"The continued contentious litigation-driven relationship between BCS and LASD is a major drain on our community," Mark Goines, president of the LASD board of trustees, wrote in the letter. "We agree that an interest-based mediation approach has the best chance of identifying a solution that will work."
Ken Moore, head of the Bullis board, struck a similar tone in an interview with the Voice. "I really hope that we can end up with some rich dialogue where the interests are understood from both sides, and we can work to some kind of solution that would mean we weren't constantly having to go to the courts."
The talks will be no cakewalk, however, as other comments from both Goines and Moore indicate.
Moore was unequivocal that the district needs to provide the charter school with a campus of its own, and soon. "The status quo is not an option for the 2012-13 school year," he said.
And Goines has been equally clear. He said that while his district would be willing to build Bullis a school (a project that could not possibly be completed by next school year) LASD would not close one of its schools to make way for the charter — an option that Moore continues to push.
Goines said that although he is willing to enter into mediation talks, he is skeptical about how fruitful they may be. "We have been mediation before," he noted. "Progress was poor."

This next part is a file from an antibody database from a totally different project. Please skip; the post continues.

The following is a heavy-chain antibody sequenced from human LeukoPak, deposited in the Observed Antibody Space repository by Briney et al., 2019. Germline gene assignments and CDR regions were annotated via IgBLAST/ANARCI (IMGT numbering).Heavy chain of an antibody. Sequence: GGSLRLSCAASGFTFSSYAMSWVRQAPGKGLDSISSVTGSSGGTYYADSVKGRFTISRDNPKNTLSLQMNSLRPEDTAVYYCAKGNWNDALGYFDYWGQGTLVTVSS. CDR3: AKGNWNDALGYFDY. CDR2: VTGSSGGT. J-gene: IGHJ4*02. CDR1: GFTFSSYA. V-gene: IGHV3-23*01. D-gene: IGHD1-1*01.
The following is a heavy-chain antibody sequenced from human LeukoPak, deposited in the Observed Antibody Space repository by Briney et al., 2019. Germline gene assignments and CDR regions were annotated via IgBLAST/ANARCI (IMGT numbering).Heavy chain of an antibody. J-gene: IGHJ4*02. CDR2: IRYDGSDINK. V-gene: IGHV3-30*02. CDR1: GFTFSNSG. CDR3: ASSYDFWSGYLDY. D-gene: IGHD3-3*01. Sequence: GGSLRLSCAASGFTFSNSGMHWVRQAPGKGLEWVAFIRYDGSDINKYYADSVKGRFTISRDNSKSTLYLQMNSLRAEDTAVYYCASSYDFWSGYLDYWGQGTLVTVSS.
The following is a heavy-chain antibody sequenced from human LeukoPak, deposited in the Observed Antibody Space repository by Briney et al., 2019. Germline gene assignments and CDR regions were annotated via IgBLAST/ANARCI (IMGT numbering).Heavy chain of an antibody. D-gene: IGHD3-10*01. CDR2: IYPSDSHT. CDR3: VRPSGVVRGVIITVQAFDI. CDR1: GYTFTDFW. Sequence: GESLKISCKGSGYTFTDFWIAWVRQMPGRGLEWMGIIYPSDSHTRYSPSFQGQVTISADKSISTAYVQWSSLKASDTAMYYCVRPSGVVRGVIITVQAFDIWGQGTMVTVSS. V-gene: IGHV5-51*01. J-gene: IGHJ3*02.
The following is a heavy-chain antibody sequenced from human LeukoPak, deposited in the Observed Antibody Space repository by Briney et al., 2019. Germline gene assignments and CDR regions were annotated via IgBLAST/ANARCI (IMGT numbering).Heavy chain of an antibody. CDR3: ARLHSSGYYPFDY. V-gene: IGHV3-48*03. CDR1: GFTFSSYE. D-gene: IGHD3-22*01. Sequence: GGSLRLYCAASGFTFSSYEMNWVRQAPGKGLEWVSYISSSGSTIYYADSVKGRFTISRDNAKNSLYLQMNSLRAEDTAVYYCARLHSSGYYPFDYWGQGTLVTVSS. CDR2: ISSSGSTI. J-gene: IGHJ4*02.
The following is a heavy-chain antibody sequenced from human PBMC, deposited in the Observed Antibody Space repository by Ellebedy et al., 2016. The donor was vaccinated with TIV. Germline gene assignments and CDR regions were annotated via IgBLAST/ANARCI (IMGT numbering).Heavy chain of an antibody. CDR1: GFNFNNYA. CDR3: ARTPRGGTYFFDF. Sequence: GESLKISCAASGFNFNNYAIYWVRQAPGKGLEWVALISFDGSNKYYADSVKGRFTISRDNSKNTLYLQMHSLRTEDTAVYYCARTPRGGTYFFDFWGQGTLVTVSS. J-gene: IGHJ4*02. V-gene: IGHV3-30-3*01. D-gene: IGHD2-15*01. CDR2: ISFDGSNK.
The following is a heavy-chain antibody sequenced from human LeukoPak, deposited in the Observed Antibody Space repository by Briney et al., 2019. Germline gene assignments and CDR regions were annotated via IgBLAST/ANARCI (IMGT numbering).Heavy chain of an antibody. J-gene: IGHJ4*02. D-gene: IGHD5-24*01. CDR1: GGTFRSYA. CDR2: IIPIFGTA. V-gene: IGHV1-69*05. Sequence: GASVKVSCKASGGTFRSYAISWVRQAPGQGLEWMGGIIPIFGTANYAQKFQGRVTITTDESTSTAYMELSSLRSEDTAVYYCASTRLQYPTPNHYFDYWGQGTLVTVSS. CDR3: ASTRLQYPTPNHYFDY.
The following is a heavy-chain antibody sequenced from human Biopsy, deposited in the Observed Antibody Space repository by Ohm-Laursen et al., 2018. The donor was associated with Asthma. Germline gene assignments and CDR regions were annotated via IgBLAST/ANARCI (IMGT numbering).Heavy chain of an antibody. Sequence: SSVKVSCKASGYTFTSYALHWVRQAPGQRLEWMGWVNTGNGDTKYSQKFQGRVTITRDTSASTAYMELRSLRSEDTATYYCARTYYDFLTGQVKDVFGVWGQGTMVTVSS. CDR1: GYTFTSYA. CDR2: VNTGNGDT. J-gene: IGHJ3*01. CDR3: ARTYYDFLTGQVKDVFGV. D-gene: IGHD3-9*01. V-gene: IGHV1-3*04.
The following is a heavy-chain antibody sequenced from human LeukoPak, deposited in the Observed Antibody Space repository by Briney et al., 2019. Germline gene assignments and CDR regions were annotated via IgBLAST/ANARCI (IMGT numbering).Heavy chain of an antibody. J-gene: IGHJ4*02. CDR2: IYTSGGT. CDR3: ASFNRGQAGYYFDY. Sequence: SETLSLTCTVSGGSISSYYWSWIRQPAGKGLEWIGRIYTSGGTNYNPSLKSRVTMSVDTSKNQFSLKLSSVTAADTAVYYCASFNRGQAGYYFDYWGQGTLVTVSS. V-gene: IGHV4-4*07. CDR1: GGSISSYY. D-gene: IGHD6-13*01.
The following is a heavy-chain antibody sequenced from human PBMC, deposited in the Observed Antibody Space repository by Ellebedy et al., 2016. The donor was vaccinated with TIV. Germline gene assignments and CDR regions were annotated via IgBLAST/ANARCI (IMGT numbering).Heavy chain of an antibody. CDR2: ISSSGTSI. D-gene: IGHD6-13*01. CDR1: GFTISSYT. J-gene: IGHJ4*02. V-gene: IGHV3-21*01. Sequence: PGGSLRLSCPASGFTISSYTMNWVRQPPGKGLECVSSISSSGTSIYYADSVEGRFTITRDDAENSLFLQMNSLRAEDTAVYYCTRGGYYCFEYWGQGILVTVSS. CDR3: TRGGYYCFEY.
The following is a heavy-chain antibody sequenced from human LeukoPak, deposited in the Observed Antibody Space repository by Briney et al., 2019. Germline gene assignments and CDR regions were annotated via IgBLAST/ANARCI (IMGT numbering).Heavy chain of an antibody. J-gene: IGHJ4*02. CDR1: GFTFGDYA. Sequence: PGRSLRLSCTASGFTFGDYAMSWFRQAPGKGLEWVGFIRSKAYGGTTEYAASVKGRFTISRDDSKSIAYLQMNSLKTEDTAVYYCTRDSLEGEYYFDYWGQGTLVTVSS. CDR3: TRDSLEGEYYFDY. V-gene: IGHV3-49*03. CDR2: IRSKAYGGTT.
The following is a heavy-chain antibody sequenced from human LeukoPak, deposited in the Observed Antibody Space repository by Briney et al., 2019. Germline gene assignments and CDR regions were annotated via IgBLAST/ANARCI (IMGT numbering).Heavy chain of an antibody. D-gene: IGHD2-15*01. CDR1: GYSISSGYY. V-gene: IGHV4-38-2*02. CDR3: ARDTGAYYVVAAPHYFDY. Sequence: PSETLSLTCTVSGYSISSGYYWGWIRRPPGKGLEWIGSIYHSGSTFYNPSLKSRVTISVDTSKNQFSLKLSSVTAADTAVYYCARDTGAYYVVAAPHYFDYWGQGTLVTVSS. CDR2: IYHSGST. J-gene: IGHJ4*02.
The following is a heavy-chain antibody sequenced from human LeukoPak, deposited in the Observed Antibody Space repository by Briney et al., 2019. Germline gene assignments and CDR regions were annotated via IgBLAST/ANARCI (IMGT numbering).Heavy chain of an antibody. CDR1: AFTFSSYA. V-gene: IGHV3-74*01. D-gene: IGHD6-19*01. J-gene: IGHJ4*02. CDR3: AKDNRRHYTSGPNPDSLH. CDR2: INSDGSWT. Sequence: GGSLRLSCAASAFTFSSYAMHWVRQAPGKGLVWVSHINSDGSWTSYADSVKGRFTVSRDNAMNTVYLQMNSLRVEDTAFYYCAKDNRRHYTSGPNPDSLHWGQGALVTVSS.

Kelly Toshach is a Mountain View resident who lives in the LASD boundaries and has a child attending Springer Elementary School and another attending Blach Junior High School. She said the debate over the charter has become so contentious that neighbors of differing opinions on the matter avoid discussing it with one another for fear that they will not be able to remain civil.
"Our community is defined by our schools," Toshach said.
She said she hopes that the negotiations will produce results. "As a community, I think we need to figure out a way to make this work for everyone."
Attorneys from Bullis and LASD will work together to select a mediator and schedule the talks.
This story contains 426 words.
Stories older than 90 days are available only to subscribing members. Please help sustain quality local journalism by becoming a subscribing member today.
If you are already a subscriber, please log in so you can continue to enjoy unlimited access to stories and archives. Subscriptions start at $5 per month and may be cancelled at any time.